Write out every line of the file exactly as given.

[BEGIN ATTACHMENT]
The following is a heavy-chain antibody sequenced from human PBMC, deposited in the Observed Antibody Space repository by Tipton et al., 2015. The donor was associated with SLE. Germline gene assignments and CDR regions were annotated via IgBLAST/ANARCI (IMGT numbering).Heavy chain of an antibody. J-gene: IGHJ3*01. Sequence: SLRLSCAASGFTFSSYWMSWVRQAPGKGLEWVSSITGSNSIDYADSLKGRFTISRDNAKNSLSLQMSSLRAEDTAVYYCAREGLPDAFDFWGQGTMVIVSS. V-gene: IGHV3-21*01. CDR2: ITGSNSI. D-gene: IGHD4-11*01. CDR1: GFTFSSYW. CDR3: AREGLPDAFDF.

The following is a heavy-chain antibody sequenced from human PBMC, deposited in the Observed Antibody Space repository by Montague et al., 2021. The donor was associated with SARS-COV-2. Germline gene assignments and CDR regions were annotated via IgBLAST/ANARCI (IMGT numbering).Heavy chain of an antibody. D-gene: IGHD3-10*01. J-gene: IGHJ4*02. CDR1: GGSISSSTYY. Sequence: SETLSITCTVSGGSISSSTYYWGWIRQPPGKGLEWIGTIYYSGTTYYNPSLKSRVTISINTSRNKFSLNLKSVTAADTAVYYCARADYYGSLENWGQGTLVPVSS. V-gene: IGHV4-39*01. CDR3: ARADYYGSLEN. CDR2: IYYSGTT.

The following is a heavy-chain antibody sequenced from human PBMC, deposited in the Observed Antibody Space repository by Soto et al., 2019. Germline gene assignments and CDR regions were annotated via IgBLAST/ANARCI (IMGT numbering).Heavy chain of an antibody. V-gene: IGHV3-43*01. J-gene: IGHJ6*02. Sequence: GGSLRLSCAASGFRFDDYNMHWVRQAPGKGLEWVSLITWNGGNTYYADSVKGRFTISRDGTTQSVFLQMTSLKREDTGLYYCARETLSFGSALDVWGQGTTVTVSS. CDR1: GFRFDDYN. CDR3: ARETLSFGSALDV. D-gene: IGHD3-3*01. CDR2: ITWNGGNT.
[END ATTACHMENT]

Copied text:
The following is a heavy-chain antibody sequenced from human PBMC, deposited in the Observed Antibody Space repository by Tipton et al., 2015. The donor was associated with SLE. Germline gene assignments and CDR regions were annotated via IgBLAST/ANARCI (IMGT numbering).Heavy chain of an antibody. J-gene: IGHJ3*01. Sequence: SLRLSCAASGFTFSSYWMSWVRQAPGKGLEWVSSITGSNSIDYADSLKGRFTISRDNAKNSLSLQMSSLRAEDTAVYYCAREGLPDAFDFWGQGTMVIVSS. V-gene: IGHV3-21*01. CDR2: ITGSNSI. D-gene: IGHD4-11*01. CDR1: GFTFSSYW. CDR3: AREGLPDAFDF.

The following is a heavy-chain antibody sequenced from human PBMC, deposited in the Observed Antibody Space repository by Montague et al., 2021. The donor was associated with SARS-COV-2. Germline gene assignments and CDR regions were annotated via IgBLAST/ANARCI (IMGT numbering).Heavy chain of an antibody. D-gene: IGHD3-10*01. J-gene: IGHJ4*02. CDR1: GGSISSSTYY. Sequence: SETLSITCTVSGGSISSSTYYWGWIRQPPGKGLEWIGTIYYSGTTYYNPSLKSRVTISINTSRNKFSLNLKSVTAADTAVYYCARADYYGSLENWGQGTLVPVSS. V-gene: IGHV4-39*01. CDR3: ARADYYGSLEN. CDR2: IYYSGTT.

The following is a heavy-chain antibody sequenced from human PBMC, deposited in the Observed Antibody Space repository by Soto et al., 2019. Germline gene assignments and CDR regions were annotated via IgBLAST/ANARCI (IMGT numbering).Heavy chain of an antibody. V-gene: IGHV3-43*01. J-gene: IGHJ6*02. Sequence: GGSLRLSCAASGFRFDDYNMHWVRQAPGKGLEWVSLITWNGGNTYYADSVKGRFTISRDGTTQSVFLQMTSLKREDTGLYYCARETLSFGSALDVWGQGTTVTVSS. CDR1: GFRFDDYN. CDR3: ARETLSFGSALDV. D-gene: IGHD3-3*01. CDR2: ITWNGGNT.